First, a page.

South Down: High-profile unionist politicians facing tough fight
UUP may lose out to former member John McCallister, while DUP’s Jim Wells may hold on
The Northern Ireland Assembly election will take place on Thursday, May 5th. Each of the 18 constituencies – including South Down – will elect six Members of the Legislative Assembly (MLAs).
The future of two of Northern Ireland’s best known unionist politicians will be the focus of the Assembly election in South Down – a sprawling rural and coastal constituency, where tourism, agriculture and fishing are important industries.
Former Stormont Health Minister Jim Wells, of the DUP, has had a difficult year. He was under huge personal strain after his wife Grace was taken seriously ill and he stepped down from his ministerial position last year following two controversial incidents.
Mr Wells faced intense criticism after a video emerged from a hustings event in Downpatrick where it was claimed he had suggested children brought up by same-sex couples were at more risk of abuse.
He apologised in the immediate aftermath of the furore, but later insisted his comments had been taken out of context and the video clip that appeared online had been edited in a way that cast him in bad light.
Then, just days after the hustings controversy, Mr Wells was involved in a doorstep confrontation with a same-sex couple while out canvassing in the constituency. The verbal altercation led to the DUP stalwart resigning as minister.
Undeterred by the drama of the last 12 months or so, the animated, evangelical Christian, socially conservative, vegan politician is again out canvassing for votes, so it will be interesting to see if the incidents have any impact on polling day.
The other unionist under pressure is independent candidate John McCallister, who was elected in 2007 and again in 2011 for the Ulster Unionist Party.
South Down factfile
How the constituency compares
Level: medium. Rank: 13 of 18
Levels of poor health
Level: medium. Rank: 12 of 18
He and UUP colleague Basil McCrea jumped ship three years ago and set up NI21, which turned out to be a disastrous political project. Mr McCallister had a spectacular falling out with Mr McCrea, quit as deputy leader of NI21, and is no longer personal friends with his old colleague.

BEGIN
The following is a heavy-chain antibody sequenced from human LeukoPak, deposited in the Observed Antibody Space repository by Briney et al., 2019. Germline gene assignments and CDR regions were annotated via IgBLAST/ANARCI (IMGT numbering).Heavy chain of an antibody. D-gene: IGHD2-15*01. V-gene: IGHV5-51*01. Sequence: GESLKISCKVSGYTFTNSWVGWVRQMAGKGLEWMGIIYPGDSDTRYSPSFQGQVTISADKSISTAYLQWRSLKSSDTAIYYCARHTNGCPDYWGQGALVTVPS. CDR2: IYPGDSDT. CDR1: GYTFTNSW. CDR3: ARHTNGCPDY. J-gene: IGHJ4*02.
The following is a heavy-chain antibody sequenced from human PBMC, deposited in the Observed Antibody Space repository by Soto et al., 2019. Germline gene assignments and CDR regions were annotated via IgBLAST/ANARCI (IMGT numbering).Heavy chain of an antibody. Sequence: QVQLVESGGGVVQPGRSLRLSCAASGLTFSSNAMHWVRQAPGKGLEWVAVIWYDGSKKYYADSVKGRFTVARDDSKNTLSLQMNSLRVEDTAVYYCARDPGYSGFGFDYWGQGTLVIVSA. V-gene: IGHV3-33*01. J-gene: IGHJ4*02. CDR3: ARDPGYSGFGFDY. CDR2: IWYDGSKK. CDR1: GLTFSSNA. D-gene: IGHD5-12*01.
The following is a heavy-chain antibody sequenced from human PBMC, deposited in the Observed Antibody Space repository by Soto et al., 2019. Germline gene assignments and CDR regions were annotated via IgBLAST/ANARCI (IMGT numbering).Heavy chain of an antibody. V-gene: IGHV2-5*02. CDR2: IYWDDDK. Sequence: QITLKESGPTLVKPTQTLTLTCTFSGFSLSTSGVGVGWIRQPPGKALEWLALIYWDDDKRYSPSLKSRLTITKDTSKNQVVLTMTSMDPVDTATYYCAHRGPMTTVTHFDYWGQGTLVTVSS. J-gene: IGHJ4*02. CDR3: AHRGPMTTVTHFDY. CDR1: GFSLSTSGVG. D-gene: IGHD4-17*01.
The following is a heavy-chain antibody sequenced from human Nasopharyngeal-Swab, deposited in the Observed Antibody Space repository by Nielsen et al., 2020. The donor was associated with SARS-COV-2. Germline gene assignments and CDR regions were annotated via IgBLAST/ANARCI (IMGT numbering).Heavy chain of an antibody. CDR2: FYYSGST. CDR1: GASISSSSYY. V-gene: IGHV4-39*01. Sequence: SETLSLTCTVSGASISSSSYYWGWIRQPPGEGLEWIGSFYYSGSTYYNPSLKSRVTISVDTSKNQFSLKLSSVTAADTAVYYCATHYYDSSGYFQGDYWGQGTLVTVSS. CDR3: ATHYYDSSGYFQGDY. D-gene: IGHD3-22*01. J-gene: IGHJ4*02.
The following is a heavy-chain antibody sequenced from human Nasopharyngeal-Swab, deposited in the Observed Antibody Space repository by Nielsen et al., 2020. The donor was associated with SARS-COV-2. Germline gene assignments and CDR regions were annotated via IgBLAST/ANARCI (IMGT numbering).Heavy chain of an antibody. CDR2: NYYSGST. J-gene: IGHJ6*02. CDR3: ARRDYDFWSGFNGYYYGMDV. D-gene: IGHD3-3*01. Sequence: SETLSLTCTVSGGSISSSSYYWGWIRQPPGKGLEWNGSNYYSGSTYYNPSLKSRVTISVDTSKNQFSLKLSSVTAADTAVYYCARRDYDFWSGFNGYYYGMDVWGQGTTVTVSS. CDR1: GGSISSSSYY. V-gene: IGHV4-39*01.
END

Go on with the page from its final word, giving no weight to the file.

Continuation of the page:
Mr McCallister is one of the more liberal unionists at Stormont.
He believes in marriage equality for same-sex couples and recently provided his nationalist colleagues with crucial cross-community support for an Easter Rising commemoration at Stormont.
He has a strong personal vote, so is hopeful of being returned to his seat on the hill as an independent, while the UUP is hoping its councillor, Harold McKee, will take the seat.
Mr Reilly is a big personality, known for controversial opinions and is popular in his home area of Kilkeel. He believes he has a real chance of a seat for the TUV. He polled more than 3,000 votes in the Westminster election in South Down last year when he stood for his previous party, Ukip.
While he may not be able to muster sufficient support in South Down to take a seat his transfers could help anoint Mr McCallister or Mr McKee.
The outgoing MLAs are the SDLP’s Karen McKevitt and Seán Rogers – who replaced former party leader Margaret Ritchie MP – Caitríona Ruane and Chris Hazzard of Sinn Féin, Jim Wells of the DUP and independent John McCallister, who had been elected as an Ulster Unionist.
The DUP’s Jim Wells is likely to weather the storm and be returned, and John McCallister has a bigger profile than his UUP rival Harold McKee so could be safe too.
The result could be:
SDLP (2); Sinn Féin (2); DUP (1); Ind (1).
Sinead Bradley (SDLP)
Patrick Brown (Alliance)
Michael Gray-Sloan (Sinn Féin)
John Hardy (Greens)
Chris Hazzard (Sinn Féin)
John McCallister (Ind)
Colin McGrath (SDLP)
Harold McKee (UUP)
Henry Reilly (TUV)
Seán Rogers (SDLP)
Caitríona Ruane (Sinn Féin)
Jim Wells (DUP)